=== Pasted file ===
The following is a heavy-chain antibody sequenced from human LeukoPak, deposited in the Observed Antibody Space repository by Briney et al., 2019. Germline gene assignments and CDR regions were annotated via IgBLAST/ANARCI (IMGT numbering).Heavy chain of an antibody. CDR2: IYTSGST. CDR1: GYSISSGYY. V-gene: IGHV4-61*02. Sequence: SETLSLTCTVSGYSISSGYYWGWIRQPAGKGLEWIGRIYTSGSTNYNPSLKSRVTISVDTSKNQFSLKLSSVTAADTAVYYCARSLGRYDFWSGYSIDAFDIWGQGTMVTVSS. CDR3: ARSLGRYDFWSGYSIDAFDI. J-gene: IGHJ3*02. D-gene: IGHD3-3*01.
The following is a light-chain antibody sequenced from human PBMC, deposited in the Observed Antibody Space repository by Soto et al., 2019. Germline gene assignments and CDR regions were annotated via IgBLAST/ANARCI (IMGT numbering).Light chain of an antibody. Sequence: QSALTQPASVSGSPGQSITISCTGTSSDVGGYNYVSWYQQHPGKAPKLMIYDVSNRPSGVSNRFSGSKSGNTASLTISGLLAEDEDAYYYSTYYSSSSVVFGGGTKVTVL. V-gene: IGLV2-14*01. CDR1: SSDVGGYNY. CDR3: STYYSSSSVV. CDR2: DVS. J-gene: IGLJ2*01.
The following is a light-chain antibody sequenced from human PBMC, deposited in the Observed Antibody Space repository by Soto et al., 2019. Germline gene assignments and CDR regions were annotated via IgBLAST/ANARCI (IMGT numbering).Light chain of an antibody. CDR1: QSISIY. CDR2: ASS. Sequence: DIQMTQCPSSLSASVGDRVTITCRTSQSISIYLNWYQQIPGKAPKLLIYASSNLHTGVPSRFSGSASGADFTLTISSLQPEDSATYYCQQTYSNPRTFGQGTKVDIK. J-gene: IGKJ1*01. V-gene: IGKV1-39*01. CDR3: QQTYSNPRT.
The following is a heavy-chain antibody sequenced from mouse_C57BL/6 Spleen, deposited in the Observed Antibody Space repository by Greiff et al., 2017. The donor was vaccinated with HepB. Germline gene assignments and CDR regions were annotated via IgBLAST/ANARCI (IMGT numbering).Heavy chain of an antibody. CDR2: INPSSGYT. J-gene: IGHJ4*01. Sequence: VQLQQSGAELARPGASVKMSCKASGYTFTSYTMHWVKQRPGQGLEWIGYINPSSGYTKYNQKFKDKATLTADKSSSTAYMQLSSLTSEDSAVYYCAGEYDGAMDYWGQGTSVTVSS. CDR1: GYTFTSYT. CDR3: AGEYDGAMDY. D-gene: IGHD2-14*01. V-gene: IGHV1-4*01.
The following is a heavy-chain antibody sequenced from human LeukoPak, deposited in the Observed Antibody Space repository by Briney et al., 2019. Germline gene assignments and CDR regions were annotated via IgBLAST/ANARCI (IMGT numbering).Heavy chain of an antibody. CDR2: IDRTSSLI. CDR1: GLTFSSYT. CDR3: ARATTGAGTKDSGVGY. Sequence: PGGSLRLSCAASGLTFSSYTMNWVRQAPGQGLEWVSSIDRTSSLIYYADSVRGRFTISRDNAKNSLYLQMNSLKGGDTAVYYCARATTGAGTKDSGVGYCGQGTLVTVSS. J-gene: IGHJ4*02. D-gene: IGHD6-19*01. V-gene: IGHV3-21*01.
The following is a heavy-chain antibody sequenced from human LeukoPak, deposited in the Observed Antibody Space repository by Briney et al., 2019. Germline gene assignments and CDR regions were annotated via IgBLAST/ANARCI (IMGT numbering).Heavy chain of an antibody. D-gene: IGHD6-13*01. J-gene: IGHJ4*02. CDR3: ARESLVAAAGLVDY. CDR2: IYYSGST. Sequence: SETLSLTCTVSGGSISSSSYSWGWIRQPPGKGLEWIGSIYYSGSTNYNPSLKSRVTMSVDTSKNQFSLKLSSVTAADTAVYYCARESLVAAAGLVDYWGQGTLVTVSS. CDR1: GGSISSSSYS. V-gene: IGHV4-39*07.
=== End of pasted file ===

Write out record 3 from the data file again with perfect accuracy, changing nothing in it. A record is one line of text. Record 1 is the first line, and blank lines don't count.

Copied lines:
The following is a light-chain antibody sequenced from human PBMC, deposited in the Observed Antibody Space repository by Soto et al., 2019. Germline gene assignments and CDR regions were annotated via IgBLAST/ANARCI (IMGT numbering).Light chain of an antibody. CDR1: QSISIY. CDR2: ASS. Sequence: DIQMTQCPSSLSASVGDRVTITCRTSQSISIYLNWYQQIPGKAPKLLIYASSNLHTGVPSRFSGSASGADFTLTISSLQPEDSATYYCQQTYSNPRTFGQGTKVDIK. J-gene: IGKJ1*01. V-gene: IGKV1-39*01. CDR3: QQTYSNPRT.